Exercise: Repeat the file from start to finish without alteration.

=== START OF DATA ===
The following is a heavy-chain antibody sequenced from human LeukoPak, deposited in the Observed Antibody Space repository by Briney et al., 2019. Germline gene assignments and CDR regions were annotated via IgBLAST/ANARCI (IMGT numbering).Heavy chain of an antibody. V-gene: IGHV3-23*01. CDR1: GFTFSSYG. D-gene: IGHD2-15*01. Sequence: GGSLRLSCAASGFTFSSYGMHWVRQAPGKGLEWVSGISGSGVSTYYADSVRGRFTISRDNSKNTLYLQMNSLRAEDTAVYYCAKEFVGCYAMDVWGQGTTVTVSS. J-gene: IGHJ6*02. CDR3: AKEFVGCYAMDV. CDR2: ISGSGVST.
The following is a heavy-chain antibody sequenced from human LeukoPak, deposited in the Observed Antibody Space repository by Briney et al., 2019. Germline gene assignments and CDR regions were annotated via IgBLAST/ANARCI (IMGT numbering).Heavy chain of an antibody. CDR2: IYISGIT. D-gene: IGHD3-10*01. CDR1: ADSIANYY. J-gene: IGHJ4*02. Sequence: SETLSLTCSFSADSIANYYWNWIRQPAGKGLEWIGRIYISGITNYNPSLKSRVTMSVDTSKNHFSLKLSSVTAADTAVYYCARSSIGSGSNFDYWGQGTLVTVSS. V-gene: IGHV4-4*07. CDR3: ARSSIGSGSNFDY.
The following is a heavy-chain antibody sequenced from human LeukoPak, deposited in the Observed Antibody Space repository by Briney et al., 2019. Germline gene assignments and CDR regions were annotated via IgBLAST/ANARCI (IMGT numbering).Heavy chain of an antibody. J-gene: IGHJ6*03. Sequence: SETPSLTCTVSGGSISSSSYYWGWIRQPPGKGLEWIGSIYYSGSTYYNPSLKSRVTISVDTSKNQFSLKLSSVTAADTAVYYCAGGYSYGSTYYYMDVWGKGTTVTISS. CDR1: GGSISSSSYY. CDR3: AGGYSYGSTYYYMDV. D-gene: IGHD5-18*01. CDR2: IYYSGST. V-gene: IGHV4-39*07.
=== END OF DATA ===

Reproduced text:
The following is a heavy-chain antibody sequenced from human LeukoPak, deposited in the Observed Antibody Space repository by Briney et al., 2019. Germline gene assignments and CDR regions were annotated via IgBLAST/ANARCI (IMGT numbering).Heavy chain of an antibody. V-gene: IGHV3-23*01. CDR1: GFTFSSYG. D-gene: IGHD2-15*01. Sequence: GGSLRLSCAASGFTFSSYGMHWVRQAPGKGLEWVSGISGSGVSTYYADSVRGRFTISRDNSKNTLYLQMNSLRAEDTAVYYCAKEFVGCYAMDVWGQGTTVTVSS. J-gene: IGHJ6*02. CDR3: AKEFVGCYAMDV. CDR2: ISGSGVST.
The following is a heavy-chain antibody sequenced from human LeukoPak, deposited in the Observed Antibody Space repository by Briney et al., 2019. Germline gene assignments and CDR regions were annotated via IgBLAST/ANARCI (IMGT numbering).Heavy chain of an antibody. CDR2: IYISGIT. D-gene: IGHD3-10*01. CDR1: ADSIANYY. J-gene: IGHJ4*02. Sequence: SETLSLTCSFSADSIANYYWNWIRQPAGKGLEWIGRIYISGITNYNPSLKSRVTMSVDTSKNHFSLKLSSVTAADTAVYYCARSSIGSGSNFDYWGQGTLVTVSS. V-gene: IGHV4-4*07. CDR3: ARSSIGSGSNFDY.
The following is a heavy-chain antibody sequenced from human LeukoPak, deposited in the Observed Antibody Space repository by Briney et al., 2019. Germline gene assignments and CDR regions were annotated via IgBLAST/ANARCI (IMGT numbering).Heavy chain of an antibody. J-gene: IGHJ6*03. Sequence: SETPSLTCTVSGGSISSSSYYWGWIRQPPGKGLEWIGSIYYSGSTYYNPSLKSRVTISVDTSKNQFSLKLSSVTAADTAVYYCAGGYSYGSTYYYMDVWGKGTTVTISS. CDR1: GGSISSSSYY. CDR3: AGGYSYGSTYYYMDV. D-gene: IGHD5-18*01. CDR2: IYYSGST. V-gene: IGHV4-39*07.